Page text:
Plus - you can save up a little money while you wait. A penny saved is probably about three pennies earned in your situation: Loans will about double the cost of law school, and taxes (if you make lots of money as a lawyer) will take another big chunck.
Pun - never noticed your reply until today - when I said that the bar was lower I didn't mean the actual BAR - I meant the standards for getting a big-firm job. I can see how my post is misleading.
I don't know anything about the patent bar exam except that you need the science or engineering degree. (I don't have one.) What I do know is that I have a lot of friends that got great jobs at patent attorney's based on their undergrad degrees and average grades. It was much easier for them than for eveyone else.
I agree, but don't forget that (generally) you need a science or engineering degree to sit for the patent bar. Firms won't train you in that respect - in fact, most won't even talk to you.
That said, the bar is lower for patent attorneys in terms of grades / class rank. You don't need to do as well in law school to get patent jobs the most prestigious firms. It makes sense because the applicant pool is much smaller - only a certain (small) percentage of law students qualify for the patent bar.
« on: July 16, 2003, 05:29:10 PM »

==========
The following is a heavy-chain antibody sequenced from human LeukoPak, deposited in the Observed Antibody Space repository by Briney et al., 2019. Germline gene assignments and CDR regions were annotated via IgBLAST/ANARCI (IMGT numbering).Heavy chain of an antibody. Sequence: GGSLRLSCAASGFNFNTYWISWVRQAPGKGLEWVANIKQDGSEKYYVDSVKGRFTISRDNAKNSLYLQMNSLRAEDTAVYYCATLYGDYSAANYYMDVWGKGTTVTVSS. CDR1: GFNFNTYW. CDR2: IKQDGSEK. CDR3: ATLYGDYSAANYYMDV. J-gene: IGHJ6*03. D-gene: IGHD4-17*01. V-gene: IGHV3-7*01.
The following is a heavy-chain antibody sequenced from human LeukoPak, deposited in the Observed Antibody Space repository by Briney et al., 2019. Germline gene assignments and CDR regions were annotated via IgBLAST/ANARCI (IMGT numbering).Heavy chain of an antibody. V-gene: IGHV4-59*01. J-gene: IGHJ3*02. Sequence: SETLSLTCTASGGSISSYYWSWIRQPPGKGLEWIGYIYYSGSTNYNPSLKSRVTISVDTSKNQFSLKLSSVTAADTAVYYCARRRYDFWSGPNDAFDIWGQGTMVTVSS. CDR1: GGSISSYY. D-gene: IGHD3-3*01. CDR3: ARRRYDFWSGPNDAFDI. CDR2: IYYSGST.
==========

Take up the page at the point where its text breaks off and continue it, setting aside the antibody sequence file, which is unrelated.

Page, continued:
School prestige (not necessarily rank) is very important to law firm employers - and most people start out in the law firm before going in-house because in-house employers tend only to look for experienced lawyers. You'll find that it's much easier to get big law firm jobs from the top schools.
Even more imporant than school prestige, however, are law school grades. Unfortunatly you really have no way of predicting how you'll do in law school - it all depends on how everyone else did, and whether you're brain was going full rate on exam day.
The corporate-law vs. criminal or litigation distinction doesn't seem to be that important in terms of hiring criteria. Private vs. public makes a big difference though (easier to get public or government jobs).
The money thing...
personally, I'd say that should be your most important consideration. With your scores and grades, you can attend law school without risking much (without loans at all - depending on where you go). Without the burden of huge loans, you can take a little longer to find a job - and be a little more picky about getting something you like.
Plus - local schools' reputations are more valuable in the local context. For example, I'm sure Pepperdine has lots of alumni in LA, and LA firms will probably interview there more than they would a school like BU - which is a good but not elite school - in a far away city.
Honestly, I'd take the more prestigeous school - but that's because my judgement is clouded by the prestige (and because I know that UCLA is really cheap for what you get - if you live in CA). A more reasonable choice would be to take the money, study hard, and end up in the same place you would have at the other school, but with less debt.